The Biden administration’s first White House press secretary is keen that things will be done differently under her guidance. The jaw dropping, sniping sessions between the press and government that were characteristic of the Trump administration were going to cease. “When the President asked me to serve in this role,” Jen Psaki outlined in her first press briefing on January 20, 2021, “we talked about the importance of bringing truth and transparency back to the briefing room, and he asked me to ensure we are communicating about policies across the Biden-Harris administration and the work his team is doing every single day on behalf of all the American people.”
The press secretary’s job, in any traditional sense, is to dissemble, defend and justify the ill thought out or executed policies of the commander-in-chief. The briefing room is a place to stifle and shape rather than enlighten or inform. The new press secretary seems to think differently, she who is clear about “a common goal, which is sharing accurate information with the American people.”
Her January 20 briefing was tarted up by a deal of dangerous sincerity that marks the well-meaning ideologue. She reminded the press of having “travelled the world on trips to promote democracy, where I saw the power of the United States and, of course, the power of this podium, and the power of truth, and of the importance of setting an example of engagement and transparency.”
Drawing a line under the previous administration, she expressed cosy feelings about the fourth estate, having a “deep respect for the role of a free and independent press in our democracy and for the role all of you play.”
With the cringe worthy ingratiation out of the way, Psaki deployed a method that risks being an irritating hallmark of her tenure. Would the Biden administration, for instance, implement a death penalty moratorium? The answer: start with a general view of the President’s opposition to the death penalty but avoid details. “I don’t have anything more for you in terms of future actions or mechanisms, though. I can – I’ll circle back if there’s more I can share with you.”
On January 21, Psaki stroked away various questions with ever greater, circling vigour. To a question on whether the Defense Production Act had been invoked by the Biden administration she began with an expansive answer without actually answering the question, only to kill it off with a promise for future attention. “I’ll have to just circle back with you on what it – if it’s officially invoked in this moment, or if it takes some time. And we can circle back with you after the briefing.”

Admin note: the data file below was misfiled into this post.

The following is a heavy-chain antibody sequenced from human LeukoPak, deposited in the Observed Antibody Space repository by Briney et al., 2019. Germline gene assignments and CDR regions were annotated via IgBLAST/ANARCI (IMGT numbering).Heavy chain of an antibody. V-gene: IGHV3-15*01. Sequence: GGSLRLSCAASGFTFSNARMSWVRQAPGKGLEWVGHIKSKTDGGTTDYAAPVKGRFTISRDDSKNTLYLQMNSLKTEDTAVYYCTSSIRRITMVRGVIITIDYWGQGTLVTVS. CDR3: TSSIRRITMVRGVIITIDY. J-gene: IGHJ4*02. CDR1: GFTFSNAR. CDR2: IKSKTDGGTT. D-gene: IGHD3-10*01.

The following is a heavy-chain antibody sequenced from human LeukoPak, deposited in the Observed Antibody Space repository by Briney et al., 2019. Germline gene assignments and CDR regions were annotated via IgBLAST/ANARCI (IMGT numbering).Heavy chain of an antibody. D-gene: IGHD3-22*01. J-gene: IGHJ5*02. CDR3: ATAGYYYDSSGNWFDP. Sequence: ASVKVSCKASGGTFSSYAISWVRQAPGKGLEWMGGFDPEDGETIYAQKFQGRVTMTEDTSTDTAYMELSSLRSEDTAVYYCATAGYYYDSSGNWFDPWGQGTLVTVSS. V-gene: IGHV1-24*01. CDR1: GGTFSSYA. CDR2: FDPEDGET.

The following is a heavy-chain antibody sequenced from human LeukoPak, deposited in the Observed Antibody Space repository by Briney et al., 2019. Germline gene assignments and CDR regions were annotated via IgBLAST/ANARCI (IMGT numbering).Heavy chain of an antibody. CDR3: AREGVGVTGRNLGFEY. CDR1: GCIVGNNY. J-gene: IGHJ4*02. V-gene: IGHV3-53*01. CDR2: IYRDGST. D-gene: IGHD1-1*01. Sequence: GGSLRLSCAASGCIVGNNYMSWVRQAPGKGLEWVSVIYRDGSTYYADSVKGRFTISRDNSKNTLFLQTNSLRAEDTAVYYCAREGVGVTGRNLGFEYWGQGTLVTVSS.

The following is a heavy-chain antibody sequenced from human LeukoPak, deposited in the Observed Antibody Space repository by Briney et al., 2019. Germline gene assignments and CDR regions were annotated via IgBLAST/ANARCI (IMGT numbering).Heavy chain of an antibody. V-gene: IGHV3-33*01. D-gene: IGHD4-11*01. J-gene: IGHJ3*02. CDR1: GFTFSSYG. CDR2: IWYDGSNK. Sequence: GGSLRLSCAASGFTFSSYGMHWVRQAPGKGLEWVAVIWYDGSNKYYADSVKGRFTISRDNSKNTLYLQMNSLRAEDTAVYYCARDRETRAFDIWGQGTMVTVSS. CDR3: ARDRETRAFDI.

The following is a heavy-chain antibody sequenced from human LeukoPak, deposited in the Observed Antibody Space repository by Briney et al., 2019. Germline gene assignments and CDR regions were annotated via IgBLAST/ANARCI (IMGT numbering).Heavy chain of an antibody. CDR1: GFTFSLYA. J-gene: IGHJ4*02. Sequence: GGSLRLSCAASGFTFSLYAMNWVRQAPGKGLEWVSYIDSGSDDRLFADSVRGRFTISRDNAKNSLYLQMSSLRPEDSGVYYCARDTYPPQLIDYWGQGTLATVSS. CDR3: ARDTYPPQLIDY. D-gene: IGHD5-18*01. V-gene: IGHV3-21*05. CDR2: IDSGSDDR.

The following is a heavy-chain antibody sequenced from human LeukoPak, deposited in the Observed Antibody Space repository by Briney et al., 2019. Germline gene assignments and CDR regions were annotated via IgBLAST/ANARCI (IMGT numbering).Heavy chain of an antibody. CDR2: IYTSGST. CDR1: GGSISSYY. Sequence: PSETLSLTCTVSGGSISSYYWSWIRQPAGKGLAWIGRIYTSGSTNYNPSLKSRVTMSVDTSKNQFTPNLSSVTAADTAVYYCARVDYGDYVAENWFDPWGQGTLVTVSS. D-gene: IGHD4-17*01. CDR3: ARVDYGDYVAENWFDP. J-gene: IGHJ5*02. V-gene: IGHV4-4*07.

A question on whether President Biden would try to rein in religious conscious exemptions for such organisations as the Little Sisters of the Poor, a metaphorically airborne Psaki induced more giddiness. “I haven’t discussed that particular issue with him. I’m happy to circle back with you, but I don’t – there’s not a change in his position from what he said earlier this summer.” Ditto her reply to a question on whether the DC Statehood measure would find its way to the president’s desk within the first 100 days of the administration.
Psaki’s ascent is part of a waffling campaign beeping with promises of integrity, candour and commitment to accuracy. CNN’s Brian Stelter did not even bother concealing his political colours in praising the appointment. “Biden’s first day, and Psaki’s first day, sent a message that functional government is back.” Van Jones, also of the same news network, seemed overwhelmed by it all. “It’s just mesmerizing to watch a functional government doing functional government-type things.” He was astonished that there was a press conference to begin with, steered by a human, “and that person said words, and the words made sense, and somebody asked a question, and that person answered.” Presidential historian Michael Beschloss was grateful for the return of “civility and respect. What was old is new again.” He even gushed that it was “once again safe to let our children watch a White House briefing.”
Such banal commentary has served to avoid critiquing Psaki’s own shoddy performance, which has sought to single out the Trump administration for, to take one example, having no vaccine plan to speak of. When Trump critic and long standing director of the National Institute of Allergy and Infectious Diseases, Anthony Fauci, was asked if this was the case, he had to deny it. “We are certainly not starting from scratch because there is activity going on in the distribution.” The difference, rather, was in Biden “amplifying” pre-existing approaches.
To such questions as to why President Biden and his family were not masked at the Lincoln Memorial after he signed an executive order mandating the use of masks on federal property at all times, Psaki was ready with the spin. “I think, Steve, he was celebrating an evening of a historic day in our country. And certainly he signed the mask mandate because it’s a way to send a message to the American public about the importance of wearing masks, how it can save tens of thousands of lives.”
As to whether Biden’s conduct had been glaringly at odds with the executive order, Psaki suggested that, “we have big – bigger issues to worry about in time.” Transparency and accurate information evidently not being among them.
Dr. Binoy Kampmark was a Commonwealth Scholar at Selwyn College, Cambridge. He lectures at RMIT University, Melbourne. Email: firstname.lastname@example.org